Taking a You-Turn with Your Emotions

Do you need to take a You-Turn? In the very reading of Alison Cook's blog I found oh-so-much help. And direction back to ME. Read on!


Taking a You-Turn with Your Emotions

By Alison Cook, PhD

A decade ago, when I was single and working my way through graduate school, I found myself envying a woman I worked for.

I didn't want to envy this lovely woman who'd been nothing but kind to me. I hated feeling that way. But beating myself up about this feeling got me nowhere.

I decided to get curious about my envy instead of trying to stifle it. What was is it about her life that stirred up this unpleasant feeling inside of me? I shifted from envying her to recognizing she had much to teach me - and I began to take notice.

There were many things about her that I admired: how she engaged her own work with passion but always took time to be present with her family ... the light-heartedness evident in her relationships with others ... the way her home was welcoming and lived-in.

There was always an extra seat at her dinner table, an open invitation for connection. The truth was that my own life had become a little out-of-balance. My work had taken over at the expense of connecting with others. Envy became a cue that something in my own life needed to change.

I had discovered what it means to take a "You-Turn." In Matthew 7:3-4, Jesus challenged the crowd to work on their own issues, before pointing fingers at others. "And why worry about a speck in your friend's eye when you have a log in your own? How can you think of saying to your friend, 'Let me help you get rid of that speck in your eye,' when you can't see past the log in your own eye?" (NLT)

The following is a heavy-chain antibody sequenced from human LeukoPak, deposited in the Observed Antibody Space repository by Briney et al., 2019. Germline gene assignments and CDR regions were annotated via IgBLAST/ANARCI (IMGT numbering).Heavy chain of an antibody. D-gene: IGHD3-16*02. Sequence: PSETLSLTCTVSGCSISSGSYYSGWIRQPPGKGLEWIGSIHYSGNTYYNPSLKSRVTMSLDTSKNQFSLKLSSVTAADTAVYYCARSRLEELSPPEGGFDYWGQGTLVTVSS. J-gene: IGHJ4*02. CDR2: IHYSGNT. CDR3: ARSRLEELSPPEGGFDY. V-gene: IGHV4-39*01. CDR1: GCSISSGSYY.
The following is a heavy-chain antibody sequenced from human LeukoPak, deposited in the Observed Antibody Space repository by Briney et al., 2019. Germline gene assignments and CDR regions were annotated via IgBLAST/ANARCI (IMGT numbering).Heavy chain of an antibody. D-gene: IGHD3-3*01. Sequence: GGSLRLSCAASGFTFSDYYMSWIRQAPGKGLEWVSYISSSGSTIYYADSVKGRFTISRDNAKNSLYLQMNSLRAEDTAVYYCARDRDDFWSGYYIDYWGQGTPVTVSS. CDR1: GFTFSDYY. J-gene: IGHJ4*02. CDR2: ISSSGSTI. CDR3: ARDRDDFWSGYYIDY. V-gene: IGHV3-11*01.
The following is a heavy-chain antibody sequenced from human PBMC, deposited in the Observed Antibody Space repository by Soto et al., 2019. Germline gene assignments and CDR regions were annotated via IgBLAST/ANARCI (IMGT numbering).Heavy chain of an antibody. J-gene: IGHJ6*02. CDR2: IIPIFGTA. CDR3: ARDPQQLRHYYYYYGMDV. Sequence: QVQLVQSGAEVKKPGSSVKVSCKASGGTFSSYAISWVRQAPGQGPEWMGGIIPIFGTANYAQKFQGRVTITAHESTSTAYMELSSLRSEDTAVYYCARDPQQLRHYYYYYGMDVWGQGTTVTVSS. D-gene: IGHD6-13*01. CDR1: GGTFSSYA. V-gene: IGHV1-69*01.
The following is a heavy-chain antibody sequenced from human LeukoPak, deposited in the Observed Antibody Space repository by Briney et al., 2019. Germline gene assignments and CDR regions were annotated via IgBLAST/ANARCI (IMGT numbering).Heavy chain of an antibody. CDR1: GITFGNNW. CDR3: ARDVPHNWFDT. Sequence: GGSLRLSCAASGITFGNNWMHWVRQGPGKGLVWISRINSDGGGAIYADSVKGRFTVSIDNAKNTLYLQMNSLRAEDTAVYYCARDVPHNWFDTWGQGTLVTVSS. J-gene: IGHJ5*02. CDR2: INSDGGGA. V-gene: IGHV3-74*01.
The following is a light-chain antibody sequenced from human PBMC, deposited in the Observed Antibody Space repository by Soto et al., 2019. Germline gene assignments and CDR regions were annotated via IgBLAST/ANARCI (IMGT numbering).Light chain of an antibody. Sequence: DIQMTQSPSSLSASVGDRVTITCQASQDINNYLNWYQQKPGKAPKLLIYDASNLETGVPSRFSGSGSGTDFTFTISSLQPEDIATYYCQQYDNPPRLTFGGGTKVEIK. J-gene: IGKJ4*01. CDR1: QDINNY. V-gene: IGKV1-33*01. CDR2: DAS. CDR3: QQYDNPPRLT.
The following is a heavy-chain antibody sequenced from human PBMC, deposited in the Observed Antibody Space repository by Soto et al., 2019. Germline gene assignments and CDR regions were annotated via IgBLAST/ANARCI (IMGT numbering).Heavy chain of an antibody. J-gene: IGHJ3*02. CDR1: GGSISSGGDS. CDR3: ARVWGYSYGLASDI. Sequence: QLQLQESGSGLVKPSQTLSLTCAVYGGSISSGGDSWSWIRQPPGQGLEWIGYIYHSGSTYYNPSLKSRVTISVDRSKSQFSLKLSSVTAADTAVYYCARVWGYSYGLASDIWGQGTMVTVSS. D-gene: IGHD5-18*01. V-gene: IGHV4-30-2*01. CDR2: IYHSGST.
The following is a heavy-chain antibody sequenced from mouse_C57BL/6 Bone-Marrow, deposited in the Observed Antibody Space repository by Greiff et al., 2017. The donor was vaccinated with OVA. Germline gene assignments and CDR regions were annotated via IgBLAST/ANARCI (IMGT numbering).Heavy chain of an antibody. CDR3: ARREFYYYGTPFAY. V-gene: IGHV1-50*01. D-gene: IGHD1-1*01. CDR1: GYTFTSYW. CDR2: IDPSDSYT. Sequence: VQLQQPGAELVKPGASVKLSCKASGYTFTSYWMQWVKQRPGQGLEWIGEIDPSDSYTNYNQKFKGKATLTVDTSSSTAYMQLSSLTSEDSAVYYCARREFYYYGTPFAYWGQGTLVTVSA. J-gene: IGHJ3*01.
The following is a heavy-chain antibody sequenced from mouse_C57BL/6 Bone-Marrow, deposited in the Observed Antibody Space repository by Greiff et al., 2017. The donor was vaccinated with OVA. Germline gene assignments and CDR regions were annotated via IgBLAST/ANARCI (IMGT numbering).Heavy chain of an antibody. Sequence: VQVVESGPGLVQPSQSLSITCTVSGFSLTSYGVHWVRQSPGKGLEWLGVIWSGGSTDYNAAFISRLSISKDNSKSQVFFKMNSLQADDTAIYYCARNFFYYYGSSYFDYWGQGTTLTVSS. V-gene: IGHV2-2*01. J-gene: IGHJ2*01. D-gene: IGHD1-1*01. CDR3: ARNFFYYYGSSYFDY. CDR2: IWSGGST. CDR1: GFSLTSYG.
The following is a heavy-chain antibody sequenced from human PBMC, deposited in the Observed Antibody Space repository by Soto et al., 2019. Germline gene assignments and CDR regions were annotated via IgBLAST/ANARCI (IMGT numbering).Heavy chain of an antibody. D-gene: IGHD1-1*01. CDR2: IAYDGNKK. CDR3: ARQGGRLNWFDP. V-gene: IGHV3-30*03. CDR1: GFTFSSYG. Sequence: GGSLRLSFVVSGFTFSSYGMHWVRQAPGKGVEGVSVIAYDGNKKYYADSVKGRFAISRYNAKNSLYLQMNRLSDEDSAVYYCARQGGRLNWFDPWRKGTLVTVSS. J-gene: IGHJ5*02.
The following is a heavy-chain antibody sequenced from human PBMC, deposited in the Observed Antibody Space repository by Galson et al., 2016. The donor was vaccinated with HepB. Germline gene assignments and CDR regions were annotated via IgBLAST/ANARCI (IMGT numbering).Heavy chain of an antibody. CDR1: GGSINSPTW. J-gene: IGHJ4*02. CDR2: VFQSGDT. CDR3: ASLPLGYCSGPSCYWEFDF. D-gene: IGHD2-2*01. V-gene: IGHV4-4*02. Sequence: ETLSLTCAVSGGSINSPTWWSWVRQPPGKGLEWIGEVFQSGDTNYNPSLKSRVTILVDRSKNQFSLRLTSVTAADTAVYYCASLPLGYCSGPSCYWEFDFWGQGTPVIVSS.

When you're feeling envy, anger or resentment, it's good to ask what else is going on inside. Is there another part of me that's hurting and that I've been exiling? If so, it needs to be drawn in closer so you can give it the care it needs. Or, Is there a part of me that's become reckless and needs some gentle boundaries? Notice the cues. Listen to your pain.

When challenging emotions make their presence known, take the opportunity to evaluate what is going on inside of you. Which parts of your soul need your time, attention and redirection? Painful or troubling emotions present opportunities for growth and healing: Internal conflict is often growth trying to happen.

Taking a You-Turn helps me gain clarity about my conflicted thoughts and feelings so I can respond intentionally instead of becoming reactive. It doesn't mean I start to criticize myself for having the difficult or uncomfortable emotion. Instead, it means getting curious and treating myself with compassion. Taking a You-Turn starts with these three steps:

1) Focus on the challenging or overwhelming part of yourself.

2) Befriend this part you don't like.

3) Invite Jesus to draw near.

Just the other night, I stopped to take a break from my work to snuggle up with the dog on the couch and watch a silly TV show with my daughter. As we laughed out loud in our very lived-in family room, I remembered that woman whose life I had once envied ... with gratitude. With the help of God's Spirit, I'd been able to focus on a feeling I didn't like and allow Jesus to transform it. As a result, I gained access to some of my deepest desires and was able to take steps to change my own life.

When you spend time with God, don't leave your unwanted thoughts and feelings at the door. Instead, get curious about them and invite Jesus to be near them, too. "The one who gets wisdom loves life; the one who cherishes understanding will soon prosper." Proverbs 19:8 (NIV)

Alison Cook, PhD is a counselor, speaker, and the co-author (with Kimberly Miller, MTh, LMFT) of Boundaries for Your Soul. For over 20 years, Alison has helped ministry leaders, students, couples, and families learn how to stand firm, develop confidence from the inside out, forge healthy relationships, and fully live out their God-given potential.

© Elisa Morgan 2020

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